no comparison whatever to the allegories of the ancient Egyptian writers in point of occult significance.
There is a remarkable passage on p. 34 of the book under consideration which, if
closely examined, may throw some light on the subject.
Some of the important doctrines taught by
THE SOLAR SPHINX.
Most of the important doctrines explained to Horus by his divine mother are in perfect harmony with the corresponding teachings of Hinduism and Buddhism, as will be seen from the following explanations. Horus represents the regenerated spirit of man, and it is to
him that the Cosmic Virgin unveils herself and reveals the mysteries of human existence.
In tracing the evolution of the physical man
the lower organisms, and were forbidden to transgress certain limits assigned to their action. In course of time however they rebelled, and with a view of imprisoning them in organisms and thereby curtailing their power and freedom, God convened a meeting of the celestials and asked them “What they could bestow upon the race about to be born?” Sun, Moon, Kronos (Saturn), Zeus (Jupiter), Aries (Mars), Aphrodite (Venus), and Hermes (Mercury) responded to this call and promised to invest human nature with various qualities, intellectual and emotional, good and bad, peculiarly appertaining to the nature of the donors; and Hermes constructed organisms out of the existing material for the monads to inhabit. Thus was formed the man before his fall. With the transition from simple self-consciousness to the plane of mind and its varied activities there came then a change of Upãdhi also, from a mere center of force to an astral body. While the spiritual monad is evolver by God himself, the latter Upãdhi is represented as the work of subordinate powers.
There yet remained one more step of descent into matter. The souls perceived the change in their condition and bewailed their fate; hopes of a better and happier future were held out to them, and it was further pointed out that if any of them should merit reproach they would be made to inhabit abodes destined to them in mortal organisms. In spite of this warning the necessity for a further degradation of the spiritual monad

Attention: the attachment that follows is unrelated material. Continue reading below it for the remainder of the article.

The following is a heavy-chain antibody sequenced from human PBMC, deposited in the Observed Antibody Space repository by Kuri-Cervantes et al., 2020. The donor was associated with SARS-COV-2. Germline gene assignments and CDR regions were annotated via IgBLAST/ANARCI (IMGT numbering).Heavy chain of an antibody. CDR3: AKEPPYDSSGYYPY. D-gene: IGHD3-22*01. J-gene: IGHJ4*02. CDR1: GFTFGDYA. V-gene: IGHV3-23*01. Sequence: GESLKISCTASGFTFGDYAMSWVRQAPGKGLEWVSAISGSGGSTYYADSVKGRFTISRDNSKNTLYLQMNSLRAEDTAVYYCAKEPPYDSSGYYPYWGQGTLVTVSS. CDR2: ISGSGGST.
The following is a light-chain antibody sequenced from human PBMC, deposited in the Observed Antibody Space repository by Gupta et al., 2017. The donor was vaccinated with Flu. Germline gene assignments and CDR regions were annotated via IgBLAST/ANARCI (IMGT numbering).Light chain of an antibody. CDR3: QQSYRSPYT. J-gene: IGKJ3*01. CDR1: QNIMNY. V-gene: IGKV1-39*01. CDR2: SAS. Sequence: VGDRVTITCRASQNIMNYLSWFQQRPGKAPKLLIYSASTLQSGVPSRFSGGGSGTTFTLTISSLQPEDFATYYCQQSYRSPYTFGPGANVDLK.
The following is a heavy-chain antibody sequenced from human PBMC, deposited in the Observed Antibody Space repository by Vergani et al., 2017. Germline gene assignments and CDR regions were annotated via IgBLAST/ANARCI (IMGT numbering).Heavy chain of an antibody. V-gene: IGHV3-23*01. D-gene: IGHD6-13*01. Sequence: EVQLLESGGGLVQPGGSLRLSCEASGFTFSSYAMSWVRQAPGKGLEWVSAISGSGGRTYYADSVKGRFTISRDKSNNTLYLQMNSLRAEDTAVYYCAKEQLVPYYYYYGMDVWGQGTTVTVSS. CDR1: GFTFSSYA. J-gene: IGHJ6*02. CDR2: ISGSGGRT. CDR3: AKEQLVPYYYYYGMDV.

soon arose. Man as an astral being was in a
transition stage; and this condition was not such as could be permanently to
control and restrain their action were likely to produce evil results. The
genius of the law of Karma soon arose from the earth in the form of Momos and pointed out to Hermes the evil results which would
inevitably follow if mankind were allowed to remain in their then condition. The
wisdom of Hermes soon designed “a mysterious instrument, a measure inflexible
and inviolable, to which everything would be subject from birth even to final
destruction,” and which would be the bond of created entities – in short, the
inexorable law of Karma. The instrument forthwith operated, it would seem, as
Karmic impulses were already being generated by men, owing to the very mental
qualities with which he was invested, and the consequence was that souls were
incorporated. This is the summary of the account given by
Man thus left encased in matter, with his internal light altogether clouded and obscured, began to grope in the dark. Without a guide, a teacher and enlightener,
mankind developed tendencies which if left unchecked would lead to a still lower level of existence. Confusion and discord reigned supreme. Even the very elements could not bear the presence of man. Loud were the complaints made by the whole of nature against the moral and spiritual chaos that prevailed. It was found that if left to himself man would be unable to liberate his soul from the trammels of matter and attain to salvation. As long as he remained a trinity merely he would remain an imperfect being. It was necessary to convert this trinity into a quaternary. This condition of things had to be remedied, and “forthwith God filled the Universe with His divine voice: ‘Go’, said He, ‘Sacred offspring, worthy of your father’s greatness; seek not to change anything, nor refuse to my creatures your ministry.’”